I’m using a Belinea 10 17 05 and Samsung SyncMaster 720N with both medium (1024 x 768) and high (1280 x 1024) resolution cards. I haven’t noticed any problem with the green color. I know the 1881N is susceptible for parasitic capacities on the input but that shouldn’t influence the green color levels.

 

-Rik

 

Van: VintHPcom@groups.io [mailto:VintHPcom@groups.io] Namens Ansgar
Verzonden: maandag 6 februari 2017 21:33
Aan: VintHPcom@groups.io
Onderwerp: Re: [VintHPcom] Using VGA TFT monitors on HP 9000/300 series

 

I currently use a NEC 1770NX (the "NX" is important!) and am quite satisfied. Not every monitor with sync-on-green works well, this one does (and looks damn good). I guess for proper operation the horizontal sync capabilities are essential. Jon from hpmuseum once said (and it is still on his web site) that the  NEC LCD1800, LCD1810, LCD2010 and LCD1830 are good replacements for the higher resolution HP monitors, but I personally like the more compact 17" and especially the more decent 1770NX. The NEC starts hsync at ~30 kHz (original VGA timing). The low res monochrome video boards, however, provide a 15 kHz hsync, which is supported only by some LCDs with composite video input. My DELL for example has that kind of input, but still does not detect the output from the low res HP 300 monochrome boards, So I am glad I still have my 82913A at hand.

I also tried with an LM1881 sync splitter, but it cannot replace a true sync-on-green input circuit (the LM1881 does not correct the wrong black level, or shall I say dark-green-level...).


Ansgar
 

I'm not an expert on this, but I guess the dark green effect depends on the nature of the sync signals. The sync signal is added to the green video signal, but the sync can be either a high pulse or a low pulse (depending on the video board). If you have a high pulse on sync, you probably will not notice any effect on the black level (the high pulse is restricted to retrace), whereas if you have a low pulse, the sync signal is high during a normal scanline run and low during retrace. Take it as a weak trial for explanation. In fact the LM1881 does not remove the sync from the video signal (it actually has no video output), but replicates the sync info to its sync outputs. But it should be possible to subtract the composite sync (coming from the LM1881) from the original green video signal by another circuit (e.g. opamp) and so achieve a "clean" green signal.

-Ansgar


Paul Berger
 

I have an NEC EA192-M when I got it I had initially tried it with a 1024x768 98545A card and was disappointed to find it would not sync giving an out of range message.  The native resolution of this monitor 1280x1024 so today I decided to try it with the   1280x1024 A1416A card an was very happy to find that it synced and looks nice.  I did have to adjust the position a little but other than that it works great.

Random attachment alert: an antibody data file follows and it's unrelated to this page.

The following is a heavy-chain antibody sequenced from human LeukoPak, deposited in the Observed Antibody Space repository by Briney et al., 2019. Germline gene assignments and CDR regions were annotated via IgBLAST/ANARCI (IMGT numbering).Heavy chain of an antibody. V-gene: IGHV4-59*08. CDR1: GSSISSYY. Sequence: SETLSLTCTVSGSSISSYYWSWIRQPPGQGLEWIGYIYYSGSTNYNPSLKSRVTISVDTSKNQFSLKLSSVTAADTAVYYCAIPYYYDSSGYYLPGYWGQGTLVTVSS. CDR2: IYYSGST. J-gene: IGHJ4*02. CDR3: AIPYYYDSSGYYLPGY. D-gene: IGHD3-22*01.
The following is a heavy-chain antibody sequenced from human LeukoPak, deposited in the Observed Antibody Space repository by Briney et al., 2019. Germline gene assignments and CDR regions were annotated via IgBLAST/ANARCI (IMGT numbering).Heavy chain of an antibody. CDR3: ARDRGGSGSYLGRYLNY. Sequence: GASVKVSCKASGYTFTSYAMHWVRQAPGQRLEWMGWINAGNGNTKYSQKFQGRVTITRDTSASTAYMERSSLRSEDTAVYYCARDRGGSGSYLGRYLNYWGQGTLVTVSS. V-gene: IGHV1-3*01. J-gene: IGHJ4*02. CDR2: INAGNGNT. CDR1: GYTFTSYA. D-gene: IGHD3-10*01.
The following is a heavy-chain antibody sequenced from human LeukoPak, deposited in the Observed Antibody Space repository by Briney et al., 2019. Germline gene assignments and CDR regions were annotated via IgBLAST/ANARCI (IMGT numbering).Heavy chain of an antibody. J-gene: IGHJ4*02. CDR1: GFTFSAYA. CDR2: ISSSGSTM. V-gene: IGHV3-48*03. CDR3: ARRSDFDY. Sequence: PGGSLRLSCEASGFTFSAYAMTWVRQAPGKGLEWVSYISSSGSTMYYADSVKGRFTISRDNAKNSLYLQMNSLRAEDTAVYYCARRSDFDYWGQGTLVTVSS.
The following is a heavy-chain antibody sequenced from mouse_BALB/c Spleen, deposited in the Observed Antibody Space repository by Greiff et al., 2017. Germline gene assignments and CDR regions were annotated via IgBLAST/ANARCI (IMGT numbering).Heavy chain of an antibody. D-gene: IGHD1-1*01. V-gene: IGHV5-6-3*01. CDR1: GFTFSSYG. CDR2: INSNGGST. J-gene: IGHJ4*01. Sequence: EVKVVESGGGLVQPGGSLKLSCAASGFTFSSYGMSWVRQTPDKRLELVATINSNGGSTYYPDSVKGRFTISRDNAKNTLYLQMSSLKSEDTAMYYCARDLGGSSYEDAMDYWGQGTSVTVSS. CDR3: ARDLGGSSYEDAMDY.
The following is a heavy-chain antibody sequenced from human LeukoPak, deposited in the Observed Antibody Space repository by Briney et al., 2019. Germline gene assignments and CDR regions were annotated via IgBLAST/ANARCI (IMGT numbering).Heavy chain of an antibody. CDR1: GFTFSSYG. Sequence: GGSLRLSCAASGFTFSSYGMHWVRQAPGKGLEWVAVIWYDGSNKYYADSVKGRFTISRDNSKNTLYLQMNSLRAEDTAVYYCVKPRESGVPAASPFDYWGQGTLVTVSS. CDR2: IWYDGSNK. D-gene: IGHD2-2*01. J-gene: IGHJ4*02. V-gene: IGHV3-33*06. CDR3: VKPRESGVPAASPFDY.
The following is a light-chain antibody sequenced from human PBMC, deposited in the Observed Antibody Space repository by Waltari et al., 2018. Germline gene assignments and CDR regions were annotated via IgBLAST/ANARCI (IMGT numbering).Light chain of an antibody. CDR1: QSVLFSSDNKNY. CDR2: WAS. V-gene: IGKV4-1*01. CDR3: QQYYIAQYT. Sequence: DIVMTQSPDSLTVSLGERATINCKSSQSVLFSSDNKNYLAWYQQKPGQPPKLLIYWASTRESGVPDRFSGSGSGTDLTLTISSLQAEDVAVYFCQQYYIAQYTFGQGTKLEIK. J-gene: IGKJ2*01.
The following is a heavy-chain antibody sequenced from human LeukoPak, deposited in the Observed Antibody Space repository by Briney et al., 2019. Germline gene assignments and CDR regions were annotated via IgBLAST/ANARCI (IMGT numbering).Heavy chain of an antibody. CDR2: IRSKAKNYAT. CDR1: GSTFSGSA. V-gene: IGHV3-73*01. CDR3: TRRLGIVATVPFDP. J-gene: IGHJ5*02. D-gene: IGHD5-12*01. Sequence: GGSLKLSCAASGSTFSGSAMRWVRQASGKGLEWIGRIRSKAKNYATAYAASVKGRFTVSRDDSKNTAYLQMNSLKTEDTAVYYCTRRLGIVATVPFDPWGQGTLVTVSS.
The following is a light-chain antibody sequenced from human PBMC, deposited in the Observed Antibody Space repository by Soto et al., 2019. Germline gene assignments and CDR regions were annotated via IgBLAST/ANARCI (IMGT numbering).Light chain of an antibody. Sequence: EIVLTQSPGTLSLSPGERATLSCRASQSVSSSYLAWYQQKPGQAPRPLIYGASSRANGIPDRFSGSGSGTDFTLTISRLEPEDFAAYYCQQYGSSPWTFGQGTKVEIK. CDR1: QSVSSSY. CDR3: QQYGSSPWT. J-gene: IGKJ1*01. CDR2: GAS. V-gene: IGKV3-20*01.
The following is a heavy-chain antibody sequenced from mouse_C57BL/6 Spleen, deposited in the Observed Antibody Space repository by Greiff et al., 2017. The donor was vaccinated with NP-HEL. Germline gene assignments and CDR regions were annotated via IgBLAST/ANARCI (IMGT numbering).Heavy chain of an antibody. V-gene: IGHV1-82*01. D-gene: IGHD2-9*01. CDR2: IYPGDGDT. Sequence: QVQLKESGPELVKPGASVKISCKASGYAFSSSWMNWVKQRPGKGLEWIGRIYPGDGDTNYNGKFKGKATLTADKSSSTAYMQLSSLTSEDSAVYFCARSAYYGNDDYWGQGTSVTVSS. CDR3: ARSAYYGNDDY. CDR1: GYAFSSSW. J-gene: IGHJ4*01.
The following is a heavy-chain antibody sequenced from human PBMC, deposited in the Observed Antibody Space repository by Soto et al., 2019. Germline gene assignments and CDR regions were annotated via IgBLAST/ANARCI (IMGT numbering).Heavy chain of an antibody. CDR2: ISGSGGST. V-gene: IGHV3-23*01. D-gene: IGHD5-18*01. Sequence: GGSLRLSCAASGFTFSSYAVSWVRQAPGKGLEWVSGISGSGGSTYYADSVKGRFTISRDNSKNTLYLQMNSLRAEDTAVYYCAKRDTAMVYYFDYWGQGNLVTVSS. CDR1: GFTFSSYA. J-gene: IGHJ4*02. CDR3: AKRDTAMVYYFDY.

Paul.

On 2017-02-06 4:32 PM, Ansgar wrote:

I currently use a NEC 1770NX (the "NX" is important!) and am quite satisfied. Not every monitor with sync-on-green works well, this one does (and looks damn good). I guess for proper operation the horizontal sync capabilities are essential. Jon from hpmuseum once said (and it is still on his web site) that the  NEC LCD1800, LCD1810, LCD2010 and LCD1830 are good replacements for the higher resolution HP monitors, but I personally like the more compact 17" and especially the more decent 1770NX. The NEC starts hsync at ~30 kHz (original VGA timing). The low res monochrome video boards, however, provide a 15 kHz hsync, which is supported only by some LCDs with composite video input. My DELL for example has that kind of input, but still does not detect the output from the low res HP 300 monochrome boards, So I am glad I still have my 82913A at hand.

I also tried with an LM1881 sync splitter, but it cannot replace a true sync-on-green input circuit (the LM1881 does not correct the wrong black level, or shall I say dark-green-level...).



Mark Bielman
 

Hello Group,

Looking for an assist and 'perhaps' this is a good place to start. I am using an HP 35731B mono (green) monitor for my "Desktop Integral" (Model 9808, never produced) which has no
built-in display. This monitor is old and just barely OK. (probably needs all the electrolytics replaced.) I am also trying a 35731B color monitor which is slightly better. BUT, would like to
go to a "VGA TFT". (taking up less space is always a bonus too) I have a couple of composite-to-VGA converters but they do not work. (and a flat screen with both VGA and comp video
inputs but no luck there either - not multisync.) Turns out my horz rate in the neighborhood of 25 kHz.

So I am wondering if the LM1881 might work to drive one of the monitors suggested here. (the 220 may also have this horz freq. As I recall, my old CRT monitors work there too.)

Any suggestions?

thx

Mark


Martin Hepperle
 

Mark,

for Series 9000/200/300 and Series-80 I am using HP 2035 TFT monitors with a simple cable linking Composite to VGA-green ("sync-on-green").